Approximately 4 years ago I worked at a large talent resourcing firm. The standard practice was to require candidates to video record answers to questions as a means of excluding them from the hiring process. Here’s what I mean:
- 5 -8 questions are emailed to candidates.
- The candidates answer the questions via their webcam.
- The video responses are submitted to the hiring company.
- The decision to engage or eliminate is based solely on the video content.
One stated goal of this approach was as a time saver for the employer, allowing them to review applicants on their mobile devices anytime and anyplace. I distinctly remember the sales scenario in which busy hiring managers could become more efficient by reviewing applicants while at the grocery checkout. Another time saving facet to the pitch was based on the popular myth that a hiring manager knows within 5 to 10 minutes whether a candidate is a good fit. Why waste a full 1 hour interviewing when all it really takes is a few minutes? The system also made it easy to quickly issue a rejection email on the spot. Sadly this approach is now expanding from junior office administration roles into management roles, and outside of the employment industry.
Corporate Canada claims that employee engagement is a high priority, and that employee productivity is waning. If your company is unwilling to initiate a professional relationship in a meaningful way, then why would you expect engagement, effort and loyalty from employees?
While using technology is laudable, it has to be used appropriately. Yes, millennials like tech, but they like human response and feedback more – the key component missing from this approach. If you’re not going to be present during hiring, the first stage of employee engagement, then don’t expect your employees to be present either. You can also expect the saving you’ve experienced by using this process to evaporate when you need to rehire. Think about it, what a great little way for video recruitment to become a permanent hiring expense for your firm.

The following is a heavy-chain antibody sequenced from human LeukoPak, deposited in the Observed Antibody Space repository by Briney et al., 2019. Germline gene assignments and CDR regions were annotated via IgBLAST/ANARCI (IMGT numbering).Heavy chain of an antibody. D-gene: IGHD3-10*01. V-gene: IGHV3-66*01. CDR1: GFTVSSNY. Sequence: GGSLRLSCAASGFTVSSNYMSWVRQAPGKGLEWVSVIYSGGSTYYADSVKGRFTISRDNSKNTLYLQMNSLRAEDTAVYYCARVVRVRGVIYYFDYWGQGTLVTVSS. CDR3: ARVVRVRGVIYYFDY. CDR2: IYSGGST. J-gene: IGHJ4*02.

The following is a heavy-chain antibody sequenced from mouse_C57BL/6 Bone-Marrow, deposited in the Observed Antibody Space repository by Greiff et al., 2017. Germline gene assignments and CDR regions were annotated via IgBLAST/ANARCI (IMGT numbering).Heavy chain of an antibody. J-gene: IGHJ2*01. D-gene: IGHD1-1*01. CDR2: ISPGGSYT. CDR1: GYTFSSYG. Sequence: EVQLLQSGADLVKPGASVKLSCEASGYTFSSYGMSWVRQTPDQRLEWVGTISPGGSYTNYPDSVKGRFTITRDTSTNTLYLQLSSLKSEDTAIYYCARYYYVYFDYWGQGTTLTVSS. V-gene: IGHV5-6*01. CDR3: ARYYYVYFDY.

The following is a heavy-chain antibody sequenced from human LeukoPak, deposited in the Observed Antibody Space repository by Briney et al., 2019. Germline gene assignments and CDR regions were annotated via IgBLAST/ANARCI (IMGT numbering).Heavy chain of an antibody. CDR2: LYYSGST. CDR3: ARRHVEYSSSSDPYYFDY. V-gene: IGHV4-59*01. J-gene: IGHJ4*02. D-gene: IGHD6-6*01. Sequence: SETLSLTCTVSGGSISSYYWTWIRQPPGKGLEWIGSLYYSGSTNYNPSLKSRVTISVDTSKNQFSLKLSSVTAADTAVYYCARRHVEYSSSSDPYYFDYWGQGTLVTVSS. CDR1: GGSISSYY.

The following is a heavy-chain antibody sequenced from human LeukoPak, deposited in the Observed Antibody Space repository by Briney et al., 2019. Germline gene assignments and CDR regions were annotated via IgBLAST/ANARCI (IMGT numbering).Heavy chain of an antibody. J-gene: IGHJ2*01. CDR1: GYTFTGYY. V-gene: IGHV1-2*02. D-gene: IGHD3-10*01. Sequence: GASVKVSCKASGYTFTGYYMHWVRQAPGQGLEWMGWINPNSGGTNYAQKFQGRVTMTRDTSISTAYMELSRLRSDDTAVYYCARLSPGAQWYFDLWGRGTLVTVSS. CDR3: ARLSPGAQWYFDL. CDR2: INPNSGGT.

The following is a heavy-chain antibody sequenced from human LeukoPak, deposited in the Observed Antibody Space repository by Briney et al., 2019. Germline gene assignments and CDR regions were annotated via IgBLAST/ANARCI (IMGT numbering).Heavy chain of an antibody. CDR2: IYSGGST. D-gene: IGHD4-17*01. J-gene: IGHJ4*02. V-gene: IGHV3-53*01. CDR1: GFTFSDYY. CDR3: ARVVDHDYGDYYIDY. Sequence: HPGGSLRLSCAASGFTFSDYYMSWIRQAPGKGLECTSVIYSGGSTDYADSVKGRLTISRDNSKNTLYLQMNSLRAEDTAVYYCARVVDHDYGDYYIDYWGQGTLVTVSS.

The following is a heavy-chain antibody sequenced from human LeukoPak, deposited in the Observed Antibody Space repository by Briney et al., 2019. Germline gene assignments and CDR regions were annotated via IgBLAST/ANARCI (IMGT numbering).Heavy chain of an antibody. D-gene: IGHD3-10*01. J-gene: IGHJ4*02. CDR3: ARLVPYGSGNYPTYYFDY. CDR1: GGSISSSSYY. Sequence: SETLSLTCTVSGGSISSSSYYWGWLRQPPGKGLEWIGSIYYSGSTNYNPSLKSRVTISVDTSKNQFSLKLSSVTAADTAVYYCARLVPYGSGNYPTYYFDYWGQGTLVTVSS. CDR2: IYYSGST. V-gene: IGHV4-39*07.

Here are some better options for your consideration:
- If you must use technology to interview, use a program like Skype that will allow you to interact with candidates in real time.
- As part of 1st round interviews to determine eligibility, consider foregoing the cover letter. Instead ask behavioural questions which are key to the candidate’s aptitude for the role.
- Group interviews for certain roles can be efficient for your hiring practice. While less formal, all hiring managers get a good comparative experience of candidates.
- Let the candidate opt out. In rare yet innovative practices candidates have the option to try-before-they-buy into a role. Companies allow candidates to shadow a peer in their role for a few hours. Candidates learn first-hand what is expected, learn up-front if they can do the job, and if they’ve determined the role is right for them, provide a better interview experience for everyone.
Organizations are run by people. By nature, people are social creatures who share their experiences broadly. The experience you provide translates into how your brand is perceived. You can’t buy good will but can foster and cultivate it though your people practices. Is your organization considering video interviewing? What’s the state goal for this approach? Are you pursuing alternatives to typical first round/eligibility interview process that you’d like to share? We’d love to hear from you.